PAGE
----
The extent of change of Russia ,1881-1894
Alexander III and his policies
Alexander II, Tsar of Russia from 1855 to 1881, introduced important reforms, such as the emancipation of the serfs in 1861. Following Alexander II's assassination in 1881, the new Tsar, Alexander III, halted many of his reforms. The conservative Konstantin Pobedonostsev, known for the slogan, 'Autocracy, Orthodoxy and Nationality' influenced Alexander III. As Chief Procuratir of the Holy Synod, Alexander III was very powerful. He linked the assassination directly to Alexander II's reforms and argued that they encouraged radicalism, which threatened the existence of the Tsarist system. Alexander III launched a campaign of repression, and in 1881 thousands of people were arrested. Alexander III used the following measures to secure his power:
- Reforming ministers such as Loris-Melikov were forced to resign.
- A manifesto was introduced that emphasized the absolute political power of the Tsar.
- The 'Statute of State Security' law was passed, and established government-controlled courts. Suspects could be put on trial without a jury.
- Press freedoms were restricted. Fourteen major newspapers were banned between 1882 and 1889.
- Foreign books and newspapers were censored.
- The Okhrana became powerful and feared.
- University fees were increased and only the wealthy could attend.
Failed assassination of Alexander III
Repression increased after the failed assassination attempt on Alexander III in 1887. In 1889 'Land Captains' from the landed classes were introduced to help rule Russia. They were appointed directly by the Minister of Interior. In 1890 they became members of the Zemstva. Central government control was also extended over education. It was nearly impossible for the children of peasants and workers to gain an education beyond primary school. The government extended their influence over the judicial system, and after 1890, had the right to choose juries in court cases.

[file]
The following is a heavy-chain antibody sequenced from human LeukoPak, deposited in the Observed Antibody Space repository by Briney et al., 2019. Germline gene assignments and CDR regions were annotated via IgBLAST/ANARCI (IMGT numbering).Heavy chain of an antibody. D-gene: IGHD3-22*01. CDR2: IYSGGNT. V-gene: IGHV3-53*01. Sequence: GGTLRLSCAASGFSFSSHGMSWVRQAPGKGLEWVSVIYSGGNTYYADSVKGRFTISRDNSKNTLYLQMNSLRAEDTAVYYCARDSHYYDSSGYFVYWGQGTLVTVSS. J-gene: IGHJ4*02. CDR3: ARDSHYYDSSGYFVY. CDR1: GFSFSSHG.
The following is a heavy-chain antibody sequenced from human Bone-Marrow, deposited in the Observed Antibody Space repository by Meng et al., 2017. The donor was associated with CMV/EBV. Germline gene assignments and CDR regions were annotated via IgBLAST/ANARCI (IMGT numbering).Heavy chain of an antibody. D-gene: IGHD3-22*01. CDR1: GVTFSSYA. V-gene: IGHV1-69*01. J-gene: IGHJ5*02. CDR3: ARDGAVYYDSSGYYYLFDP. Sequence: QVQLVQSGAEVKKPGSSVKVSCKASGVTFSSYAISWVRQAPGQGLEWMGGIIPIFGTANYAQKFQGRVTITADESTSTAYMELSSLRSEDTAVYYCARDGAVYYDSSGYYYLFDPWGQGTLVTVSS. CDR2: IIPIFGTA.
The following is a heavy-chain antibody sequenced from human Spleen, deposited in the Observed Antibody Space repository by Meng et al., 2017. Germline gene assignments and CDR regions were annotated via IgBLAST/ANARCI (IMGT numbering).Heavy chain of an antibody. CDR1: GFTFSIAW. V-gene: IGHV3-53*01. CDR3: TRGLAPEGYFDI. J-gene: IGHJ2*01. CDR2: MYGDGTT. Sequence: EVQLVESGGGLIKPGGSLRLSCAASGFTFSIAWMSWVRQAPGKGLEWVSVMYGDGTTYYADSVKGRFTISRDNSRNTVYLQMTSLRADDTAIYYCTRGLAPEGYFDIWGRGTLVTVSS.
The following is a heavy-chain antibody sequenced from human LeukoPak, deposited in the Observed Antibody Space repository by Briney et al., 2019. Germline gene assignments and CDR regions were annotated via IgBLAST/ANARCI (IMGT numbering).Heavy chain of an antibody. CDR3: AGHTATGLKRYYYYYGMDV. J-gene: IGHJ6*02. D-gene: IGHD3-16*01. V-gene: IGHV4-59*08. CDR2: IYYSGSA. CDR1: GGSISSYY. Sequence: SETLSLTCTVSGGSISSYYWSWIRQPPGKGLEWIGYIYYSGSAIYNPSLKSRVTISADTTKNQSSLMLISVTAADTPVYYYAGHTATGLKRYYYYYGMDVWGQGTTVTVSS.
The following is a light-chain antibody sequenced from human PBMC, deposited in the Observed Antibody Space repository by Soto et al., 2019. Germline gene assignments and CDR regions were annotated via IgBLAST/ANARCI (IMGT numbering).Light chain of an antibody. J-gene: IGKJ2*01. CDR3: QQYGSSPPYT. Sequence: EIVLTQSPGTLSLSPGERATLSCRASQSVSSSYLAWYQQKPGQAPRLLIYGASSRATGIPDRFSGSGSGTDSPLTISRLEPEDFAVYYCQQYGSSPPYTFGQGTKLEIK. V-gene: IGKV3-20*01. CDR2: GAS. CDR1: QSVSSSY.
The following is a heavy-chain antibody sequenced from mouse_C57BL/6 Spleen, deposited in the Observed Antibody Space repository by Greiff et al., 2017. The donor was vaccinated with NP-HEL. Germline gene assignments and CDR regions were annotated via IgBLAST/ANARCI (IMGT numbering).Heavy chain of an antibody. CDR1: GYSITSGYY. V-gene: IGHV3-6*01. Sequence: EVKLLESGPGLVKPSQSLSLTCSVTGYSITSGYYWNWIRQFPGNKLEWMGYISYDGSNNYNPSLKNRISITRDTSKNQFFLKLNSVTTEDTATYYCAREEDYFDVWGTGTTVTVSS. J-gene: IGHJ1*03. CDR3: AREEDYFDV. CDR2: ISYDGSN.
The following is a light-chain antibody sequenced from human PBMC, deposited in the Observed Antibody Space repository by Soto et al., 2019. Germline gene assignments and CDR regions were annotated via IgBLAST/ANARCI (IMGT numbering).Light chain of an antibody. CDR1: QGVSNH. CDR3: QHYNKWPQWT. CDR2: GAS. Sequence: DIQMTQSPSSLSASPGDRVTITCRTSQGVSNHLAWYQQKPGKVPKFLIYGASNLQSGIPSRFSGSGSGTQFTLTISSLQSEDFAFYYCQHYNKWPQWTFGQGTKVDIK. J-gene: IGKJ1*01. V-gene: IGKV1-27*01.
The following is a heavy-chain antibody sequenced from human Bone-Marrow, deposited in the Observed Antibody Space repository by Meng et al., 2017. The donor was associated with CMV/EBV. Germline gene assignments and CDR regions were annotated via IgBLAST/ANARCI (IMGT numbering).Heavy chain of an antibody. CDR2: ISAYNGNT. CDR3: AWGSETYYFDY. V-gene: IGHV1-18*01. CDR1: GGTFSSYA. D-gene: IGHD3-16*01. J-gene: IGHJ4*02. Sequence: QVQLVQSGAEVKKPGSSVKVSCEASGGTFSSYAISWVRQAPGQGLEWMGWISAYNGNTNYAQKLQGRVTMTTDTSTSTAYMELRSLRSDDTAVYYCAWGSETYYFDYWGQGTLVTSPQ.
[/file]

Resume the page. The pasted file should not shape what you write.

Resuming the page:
Extending power over Europe
Alexander III strengthened Russification within the Empire. In 1885, Russian became the official language of the Empire and all other languages were banned in schools. Jews were heavily persecuted within the Empire and experienced porgroms.
Economic modernisation of Russia
Alexander III knew that Russia needed a modern economy to compete with international rivals such as Britain. Nikolai Bunge became Alexander's Finance Minister in 1881 and in 1882 he reduced the amount of tax paid by peasants. He established a Peasant Land Bank to provide financial support to the peasant, which would allow them to increase the size of their farms and agricultural productions.
In 1887 Ivan Vyshnegradsky became Finance Minister. He introduced incentives for peasants to move to Siberia, where cheaper land was available, and encouraged foreign countries to loan Russia money for economic modernization. However, such reforms did not prevent Russia experiencing a severe famine during 1891-1892, when between 1.5 and 2 million people died.
The Impact of Witte's policies on Russia, 1892-1903
Russian economy and society
The emancipation of the serfs in 1861 did not resolve the problems of agricultural production by the end of the nineteenth century. This was very evident with the famine of 1891-2…